Most of the development standards have been removed from Amendment No. 5, including height, setbacks, parking, trees and landscaping. Amendment No. 5, which has been substantially pared back from the version adopted by Council, now only contains standards relating to lot frontage, moderation of multiple dwellings (apartments) and solar access. A table is provided below, which shows the comparison between the standards endorsed by Council and the standards approved by the Minister:

Lot frontage


9 metres (all dwellings) 9 metres (single/grouped dwellings) Many lots are between 18 – 20 metres wide. A minimum frontage of 9 metres will allow more side-by-side subdivision, instead of ‘battle-axe’ development (currently the only option for lots under 18 metres wide)
7.5 metres (lots with rear lane access) – would apply mainly to Sorrento laneway lots Standard was deleted 7.5 metre frontage was originally proposed to provide better interaction with the street and avoid garages/crossovers dominating the streetscape on narrower lot frontages.
Standard not included 20 metres (multiple dwellings) Would restrict development of multiple dwellings (apartments) in cul-de-sacs, unless lots were amalgamated – could encourage lot amalgamation.
Standard not included 6 metres (corner lots – rear vehicle access) 6 metre frontage generally not supported by community during consultation – removed from Council’s endorsed version of amendment.
Moderation of multiple dwellings (apartments) For multiple dwellings in all areas:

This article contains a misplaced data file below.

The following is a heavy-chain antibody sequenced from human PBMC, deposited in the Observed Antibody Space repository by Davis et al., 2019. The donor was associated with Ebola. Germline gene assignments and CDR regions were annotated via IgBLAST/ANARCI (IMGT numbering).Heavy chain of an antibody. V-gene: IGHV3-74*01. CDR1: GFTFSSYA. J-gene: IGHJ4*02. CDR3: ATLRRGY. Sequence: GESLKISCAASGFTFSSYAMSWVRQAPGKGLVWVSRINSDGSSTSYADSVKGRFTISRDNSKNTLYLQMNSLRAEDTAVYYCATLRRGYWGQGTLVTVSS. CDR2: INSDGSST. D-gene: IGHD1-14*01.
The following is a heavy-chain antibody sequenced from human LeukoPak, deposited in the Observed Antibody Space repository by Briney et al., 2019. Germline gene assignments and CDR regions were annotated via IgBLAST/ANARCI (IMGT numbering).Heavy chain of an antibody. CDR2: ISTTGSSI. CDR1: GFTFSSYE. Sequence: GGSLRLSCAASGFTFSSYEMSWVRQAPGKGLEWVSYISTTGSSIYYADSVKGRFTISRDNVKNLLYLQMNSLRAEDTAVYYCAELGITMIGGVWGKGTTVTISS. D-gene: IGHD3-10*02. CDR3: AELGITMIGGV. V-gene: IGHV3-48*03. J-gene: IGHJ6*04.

Limit the number of multiple dwellings that can be built on a lot by applying an average site area per dwelling, unless the lot is located:

  • Within 800 metre walkable catchment of a strategic metropolitan, secondary, district or specialised activity centre or railway station; and
  • on a busier road (classified as a local distributor or above, as determined by the City).
For multiple dwellings in R20/60 areas:

  • No average site area applies
The standards limiting the number of multiple dwellings on a lot will apply to fewer lots than the standards endorsed by Council.

Council’s version was significantly more restrictive.

For multiple dwellings in R20/40 areas:

Limit the number of multiple dwellings that can be built on a lot by applying an average site area per dwelling, unless the lot:

  • has primary street frontage to a busier road (with scheme reservation classification of Local Distributor Road or Other Regional Road); or
  •  is located within 800m walkable catchment of a strategic metropolitan, secondary or specialised activity centre or railway station; or
  • is located within 400m walkable catchment of a district activity centre.
Solar access More stringent development standards relating to overshadowing of adjoining properties As per amendment endorsed by Council More restrictive than current requirements.


The City is now required to modify the scheme amendment document and mapping to comply with the Minister’s decision. The City has prepared for this work and will progress the modifications as quickly as possible.

Once the scheme amendment document and maps have been modified, they will be returned to the WAPC for the Minister’s final signature.  The scheme amendment will become part of LPS3 once it is published in the Government Gazette. This is likely to occur early in the new year.

In the meantime, given that the Minister has clearly indicated her intention to approve the amendment as outlined above, the document will now be considered a seriously entertained proposal with the new standards able to be considered as part of a planning application or an application for subdivision.

The City will continue to push hard for the WAPC to deal with the LPP as quickly as possible.

If you made a submission or have previously registered your interest in this project, the City will advise you of the outcome.